WENR, September 2015: Americas
Significant Growth Projected for Distance Learning Sector
Global education spending is estimated at $5.5 trillion, of which e-learning represents about 3 percent, or $1.7 billion. However, e-learning is expected to see considerable growth; outpacing all other categories of learning and growing at an average rate of 23 percent per annum, it will reach $4.8 billion by 2020.
Latin America presents an interesting opportunity for ed tech players. The region has more than 600 million people, and an educational system that has lagged behind the developed world and hasn’t been accessible to everyone. However, with smartphone penetration expected to increase from about 25 percent in Latin America today to roughly 50 percent by 2018, many are seeing e-learning as the ultimate class equalizer. In line with that trend, online education service Coursera is seeing more than 22 percent of its users based in Latin America, and is placing considerable business development efforts in the region.
July 11, 2015
Universities in Mexico, Colombia to Exchange Scholarship Students
Two leading private universities in Latin America have announced an exchange initiative for low-income students who qualify for their merit-based scholarship (becas) programs. Leaders of the Tecnológico de Monterrey (TEC) in Mexico and the Universidad de los Andes (UNIANDES) in Colombia this month said the exchange is the beginning of a community of future leaders in the region.
From next year, 25 students from UNIANDES’s Quiero Estudiar and TEC’s Líderes del Mañana scholarship programs will participate in the exchange. UNIANDES’ Quiero Estudiar program has supported almost 400 students through to graduation since its inception. The program covers complete tuition costs for students from low-income backgrounds with the requirement that they return the money once they have stable employment in order to sustain the program and extend the opportunity to future students.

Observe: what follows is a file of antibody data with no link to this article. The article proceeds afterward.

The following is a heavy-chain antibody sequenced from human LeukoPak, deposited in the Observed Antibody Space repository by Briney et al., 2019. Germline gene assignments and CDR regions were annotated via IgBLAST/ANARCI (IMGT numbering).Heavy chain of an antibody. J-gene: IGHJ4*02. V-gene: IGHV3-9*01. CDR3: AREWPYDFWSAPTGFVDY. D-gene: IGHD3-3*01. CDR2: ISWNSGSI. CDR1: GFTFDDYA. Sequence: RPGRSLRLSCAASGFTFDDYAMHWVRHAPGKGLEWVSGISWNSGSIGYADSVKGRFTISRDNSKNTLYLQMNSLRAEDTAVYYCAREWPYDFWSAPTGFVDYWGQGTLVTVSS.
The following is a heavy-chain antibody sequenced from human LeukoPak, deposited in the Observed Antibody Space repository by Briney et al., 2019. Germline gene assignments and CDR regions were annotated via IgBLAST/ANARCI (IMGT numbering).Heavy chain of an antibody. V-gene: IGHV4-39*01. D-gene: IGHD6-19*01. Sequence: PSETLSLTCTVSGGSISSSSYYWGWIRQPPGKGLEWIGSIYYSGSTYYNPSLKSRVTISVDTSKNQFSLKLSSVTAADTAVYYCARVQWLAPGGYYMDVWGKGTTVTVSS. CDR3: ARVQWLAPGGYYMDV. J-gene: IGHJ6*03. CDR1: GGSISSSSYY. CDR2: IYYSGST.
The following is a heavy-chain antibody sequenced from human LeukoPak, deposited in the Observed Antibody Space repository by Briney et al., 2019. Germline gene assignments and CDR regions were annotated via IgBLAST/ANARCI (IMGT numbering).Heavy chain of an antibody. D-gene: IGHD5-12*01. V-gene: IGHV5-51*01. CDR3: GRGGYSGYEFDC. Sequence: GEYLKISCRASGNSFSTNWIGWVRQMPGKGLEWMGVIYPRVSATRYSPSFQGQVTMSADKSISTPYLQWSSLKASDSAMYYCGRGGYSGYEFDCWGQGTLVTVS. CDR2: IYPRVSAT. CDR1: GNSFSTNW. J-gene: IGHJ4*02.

Similarly, Líderes del Mañana targets students with little to no economic resources to pay for higher education. The program, funded mostly by TEC, covers 100% of course fees and living costs for up to 200 students a year without any responsibility of repayment.
August 18, 2012
Brazil: More Students Funding Their Studies
The number of Brazilian students studying abroad through full fee-paying undergraduate and master’s degrees is expected to increase, according to a recent survey of international officers by BMI Media.
The survey, which was sent to directors of international offices at Brazilian universities, found that 76% of respondents are expecting some form of increase in the number of students who will pay for an undergraduate or master’s program overseas in the next three years.
This is the first time this particular survey has been conducted, and Samir Zaveri, President and CEO of BMI, said the study was motivated by a noticeable rise in the number of students willing to pay for overseas study.
“This has been boosted by the positive experiences that many of the Brazilians have had after participating in the Brazil government scholarship program,” he said. “But it is also due to the lack of spaces at the best institutions within the country.”
Zaveri noted that the competitiveness of higher education institutions in Brazil also contributes to many students looking to do their degrees abroad, adding also that the “cost of education itself in Brazil has been increasing.”
Still, despite indications that self-funded Brazilians are on the rise, another survey response found that offering scholarships for a semester or a year was the most influential factor for 47% of international directors at Brazilian universities to send their students abroad.
Last year, the Brazilian government announced a further 100,000 students would be eligible to study abroad through the government scholarship program, Science without Borders. The first phase of the program, implemented in 2011, sent 101,000 students to overseas institutions.
The PIE News
August 11, 2015
Canada: Ontario to Permit Funding of International Graduate Students